The Convergence

   At the pinnacle of foods that gain something grand by being wrapped in pastry is probably Beef Wellington.  I like a good Wellington, especially if someone talented has made it for me; making the dish is involved and enervating, which should make the reward of gentle filet and tender flake that much richer, but leaves me, instead, craving a humble sandwich.  Coulibiac, the Russian dish of salmon, rice, mushrooms, greens and dill is unquestionably grand.  I can’t help thinking it has something Hot Pocket about it though—an all in one entree as convenient as it is clever.  

    No; the best dishes are those that are ordinary in a bowl but elevated to magnificence when ensconced in pastry.  At the top of that short list is beef pie, as honest as it is deep.  I suppose it is no coincidence that making a proper one requires the marshaling of my favorite cooking disciplines—those fundamentals that separate cooks from weekend hobbyists.  But I’m just as drawn to its versatility.  A beef pie, even a cold one, is a terrific lunch.  Hot from the oven, though, it can be as grand as a goose.  In fact grander: beef pie is my Christmas dish of choice.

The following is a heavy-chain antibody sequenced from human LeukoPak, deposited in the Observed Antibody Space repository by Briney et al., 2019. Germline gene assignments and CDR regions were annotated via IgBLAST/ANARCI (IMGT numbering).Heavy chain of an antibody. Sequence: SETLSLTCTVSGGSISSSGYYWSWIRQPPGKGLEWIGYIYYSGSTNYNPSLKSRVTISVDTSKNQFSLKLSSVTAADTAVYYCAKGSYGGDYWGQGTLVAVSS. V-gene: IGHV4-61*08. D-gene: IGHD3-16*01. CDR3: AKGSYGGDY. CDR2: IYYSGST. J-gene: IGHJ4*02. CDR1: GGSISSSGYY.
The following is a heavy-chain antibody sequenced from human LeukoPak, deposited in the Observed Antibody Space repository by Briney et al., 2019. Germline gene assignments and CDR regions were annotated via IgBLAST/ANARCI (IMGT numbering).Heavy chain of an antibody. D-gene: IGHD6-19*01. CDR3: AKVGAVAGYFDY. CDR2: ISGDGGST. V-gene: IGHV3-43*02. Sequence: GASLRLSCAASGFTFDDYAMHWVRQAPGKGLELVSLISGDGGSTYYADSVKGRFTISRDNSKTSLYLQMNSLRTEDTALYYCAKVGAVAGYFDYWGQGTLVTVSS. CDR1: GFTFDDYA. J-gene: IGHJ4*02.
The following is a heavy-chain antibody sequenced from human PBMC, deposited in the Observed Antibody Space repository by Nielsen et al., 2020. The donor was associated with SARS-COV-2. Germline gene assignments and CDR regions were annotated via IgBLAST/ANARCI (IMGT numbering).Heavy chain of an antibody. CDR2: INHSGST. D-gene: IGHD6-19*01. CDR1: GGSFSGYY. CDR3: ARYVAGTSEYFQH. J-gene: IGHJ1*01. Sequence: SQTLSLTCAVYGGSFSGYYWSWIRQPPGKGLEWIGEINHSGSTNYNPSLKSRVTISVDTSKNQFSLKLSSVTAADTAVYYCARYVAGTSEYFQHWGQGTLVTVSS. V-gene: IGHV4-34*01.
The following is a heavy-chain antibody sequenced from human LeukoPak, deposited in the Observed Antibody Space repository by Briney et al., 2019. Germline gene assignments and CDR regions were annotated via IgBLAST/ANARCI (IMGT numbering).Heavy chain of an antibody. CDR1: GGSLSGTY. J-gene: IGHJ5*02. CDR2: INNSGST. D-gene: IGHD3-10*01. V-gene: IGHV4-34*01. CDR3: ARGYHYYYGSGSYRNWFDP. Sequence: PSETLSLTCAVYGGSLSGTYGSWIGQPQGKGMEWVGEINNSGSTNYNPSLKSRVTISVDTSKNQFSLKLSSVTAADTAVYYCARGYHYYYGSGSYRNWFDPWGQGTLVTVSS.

Make a rich stock from beef bones and vegetables.  Braise several pounds of beef cut from rump, shin and shoulder in mirepoix, red wine and stock.  Chill.  Make a few pounds of pastry.  Line a dish or dishes with pastry, chill.  Put braised beef in pastry-lined dish(es).  Roll out lids and cover, crimping layers together.  Cut steam holes on top.  Bake in three hundred and fifty degree oven until hot throughout and golden.